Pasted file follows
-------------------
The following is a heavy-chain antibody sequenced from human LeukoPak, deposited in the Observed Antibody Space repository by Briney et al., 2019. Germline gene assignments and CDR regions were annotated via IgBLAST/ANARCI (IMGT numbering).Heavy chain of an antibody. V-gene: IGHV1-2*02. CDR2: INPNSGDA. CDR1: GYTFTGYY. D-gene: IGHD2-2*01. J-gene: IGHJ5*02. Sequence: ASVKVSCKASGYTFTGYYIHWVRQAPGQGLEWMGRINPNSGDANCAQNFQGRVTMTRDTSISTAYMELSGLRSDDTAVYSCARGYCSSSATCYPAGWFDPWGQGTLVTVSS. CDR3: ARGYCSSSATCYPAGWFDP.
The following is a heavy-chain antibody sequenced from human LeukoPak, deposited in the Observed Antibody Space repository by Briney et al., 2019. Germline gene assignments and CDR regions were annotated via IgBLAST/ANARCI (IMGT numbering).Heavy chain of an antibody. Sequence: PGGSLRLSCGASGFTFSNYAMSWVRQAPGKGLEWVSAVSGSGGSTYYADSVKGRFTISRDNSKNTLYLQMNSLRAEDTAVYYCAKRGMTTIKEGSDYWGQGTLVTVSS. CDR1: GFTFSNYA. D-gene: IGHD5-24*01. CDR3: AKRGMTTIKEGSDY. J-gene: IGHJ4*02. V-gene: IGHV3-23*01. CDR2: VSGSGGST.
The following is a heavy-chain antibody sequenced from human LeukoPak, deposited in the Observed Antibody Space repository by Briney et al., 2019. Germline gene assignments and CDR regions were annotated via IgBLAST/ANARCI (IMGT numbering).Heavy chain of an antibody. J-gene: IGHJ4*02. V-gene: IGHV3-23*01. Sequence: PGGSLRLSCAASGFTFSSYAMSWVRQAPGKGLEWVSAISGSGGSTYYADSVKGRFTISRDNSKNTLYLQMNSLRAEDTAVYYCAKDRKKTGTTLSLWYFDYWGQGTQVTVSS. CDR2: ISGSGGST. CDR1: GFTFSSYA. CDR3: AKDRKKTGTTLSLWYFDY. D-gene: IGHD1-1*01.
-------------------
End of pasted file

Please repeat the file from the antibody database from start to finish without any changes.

The following is a heavy-chain antibody sequenced from human LeukoPak, deposited in the Observed Antibody Space repository by Briney et al., 2019. Germline gene assignments and CDR regions were annotated via IgBLAST/ANARCI (IMGT numbering).Heavy chain of an antibody. V-gene: IGHV1-2*02. CDR2: INPNSGDA. CDR1: GYTFTGYY. D-gene: IGHD2-2*01. J-gene: IGHJ5*02. Sequence: ASVKVSCKASGYTFTGYYIHWVRQAPGQGLEWMGRINPNSGDANCAQNFQGRVTMTRDTSISTAYMELSGLRSDDTAVYSCARGYCSSSATCYPAGWFDPWGQGTLVTVSS. CDR3: ARGYCSSSATCYPAGWFDP.
The following is a heavy-chain antibody sequenced from human LeukoPak, deposited in the Observed Antibody Space repository by Briney et al., 2019. Germline gene assignments and CDR regions were annotated via IgBLAST/ANARCI (IMGT numbering).Heavy chain of an antibody. Sequence: PGGSLRLSCGASGFTFSNYAMSWVRQAPGKGLEWVSAVSGSGGSTYYADSVKGRFTISRDNSKNTLYLQMNSLRAEDTAVYYCAKRGMTTIKEGSDYWGQGTLVTVSS. CDR1: GFTFSNYA. D-gene: IGHD5-24*01. CDR3: AKRGMTTIKEGSDY. J-gene: IGHJ4*02. V-gene: IGHV3-23*01. CDR2: VSGSGGST.
The following is a heavy-chain antibody sequenced from human LeukoPak, deposited in the Observed Antibody Space repository by Briney et al., 2019. Germline gene assignments and CDR regions were annotated via IgBLAST/ANARCI (IMGT numbering).Heavy chain of an antibody. J-gene: IGHJ4*02. V-gene: IGHV3-23*01. Sequence: PGGSLRLSCAASGFTFSSYAMSWVRQAPGKGLEWVSAISGSGGSTYYADSVKGRFTISRDNSKNTLYLQMNSLRAEDTAVYYCAKDRKKTGTTLSLWYFDYWGQGTQVTVSS. CDR2: ISGSGGST. CDR1: GFTFSSYA. CDR3: AKDRKKTGTTLSLWYFDY. D-gene: IGHD1-1*01.